The defendant also presented testimony by two professional truckers. They testified that the grade or incline of the Route 111 overpass made more gear changes necessary and doubled or trebled the noise made by a truck in passing the school while climbing that incline to cross I-64 and the railroad tracks.

Two appraisers testified that the worth of the school had been significantly decreased due to the construction of the improvements and that the recommended method of cure was to seal the windows and air condition the building completely. Each testified as to the probable cost to perform this work and the probable figure of decrease in value. Two contractors testified as to the cost estimates of sealing and air conditioning. A security guard at the school testified as to the figures she obtained in a traffic count kept by herself on the three days prior to trial.

This testimony adduced by defendant was controverted by the evidence adduced on behalf of the Department. A consulting engineer testified for the Department as to the results of sound tests he conducted at Assumption on April 22, 1971, and April 25, 1977. On the occasion of the first test he was there for approximately two hours. The second test was approximately one hour and 20 minutes. He gave specific figures as to the different readings made in the same rooms under comparable conditions in 1971 and 1977. He was permitted to testify as to his opinion concerning the noise level in the years he made the tests. He gave as his opinion that the noise level from outside noise had decreased from 1971 to 1977. He testified that from his observation during the tests, traffic volume had decreased during those years. He observed that semitrailer trucks were a significantly smaller portion of the traffic in 1977 than in 1971. He opined that sealing and air conditioning the school was unnecessary and that a great deal of the noise in the school was due to student activity. He testified that the construction of the improvements, particularly the overpass, had bettered the noise situation, as traffic, including large numbers of trucks, were no longer being backed up by trains at the crossing but instead kept moving on the overpass.

There was rebuttal testimony from the executive director of the school that part of the students were in a lunch period during the time of the 1977 sound tests and that part of the tests were made in the corridor outside the lunchroom. Further, testimony was given which indicated that during the time of the tests in 1977, the exit onto Route 111 from I-64 was closed. Evidence adduced by the petitioner, however, made it clear that even though the approach to the I-64 exit to Route 111 was blocked, it was still possible to make the turn and exit nonetheless. The period of time in which I-64 was closed on the day of the 1977 tests was established as 12 minutes, and this period of time occurred during the last few minutes of the expert's tests.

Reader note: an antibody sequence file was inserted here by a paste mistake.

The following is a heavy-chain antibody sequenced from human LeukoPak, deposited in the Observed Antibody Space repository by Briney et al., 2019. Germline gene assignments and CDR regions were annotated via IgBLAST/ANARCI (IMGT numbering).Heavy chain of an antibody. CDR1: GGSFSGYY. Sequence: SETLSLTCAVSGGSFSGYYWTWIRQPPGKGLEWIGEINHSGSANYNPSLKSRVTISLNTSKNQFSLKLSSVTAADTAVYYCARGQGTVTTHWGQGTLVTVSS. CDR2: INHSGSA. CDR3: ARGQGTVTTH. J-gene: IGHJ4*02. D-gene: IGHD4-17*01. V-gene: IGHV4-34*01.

A State of Illinois traffic studies engineer testified concerning actual traffic counts made at the intersection of Routes 50 and 111 in 1966 and again in 1977. The traffic was counted manually for eight hours on May 13, June 1, 3, 1966, at different eight-hour periods. On January 12, 18, 19, and 20, 1977, a manual traffic count was done for six hours each day, at different six-hour periods. These actual figures were converted by computer into daily average traffic counts. The daily average traffic figures as prepared by the State showed a decrease of traffic on these routes from 1967 to 1977, both in total traffic and in trucks, the noise from which featured heavily in the testimony of the Diocese's witnesses. This expert identified certain exhibits which were presented by the petitioner, prepared in the form of charts and graphs, by the State of Illinois from information gathered by it. One exhibit showed that total vehicle registrations in Illinois was approximately five million in 1967 and approximately seven million in 1975. Large truck registration increased from approximately 8 1/2 thousand in 1967 to approximately 13 1/2 thousand in 1975. Motorcycle registration in St. Clair County increased from 2200 in 1967 to over 5000 in 1975.

Petitioner called a real estate appraiser who testified that he appraised the Assumption property on April 23, 1971, and again a few days before trial. In his opinion there was no damage to the remainder of defendant's property. He based this opinion on an inspection of the property, on traffic studies and traffic counts and on the reports of "experts in the field of sound" whom he named as the sound engineer who testified for the Department and also one Arthur Niemoeller.

The Department called to the stand Monsignor Sullivan of the Diocese to ask if the Diocese had hired a Dr. Niemoeller, an acoustical engineer to do sound studies at Assumption, to which ...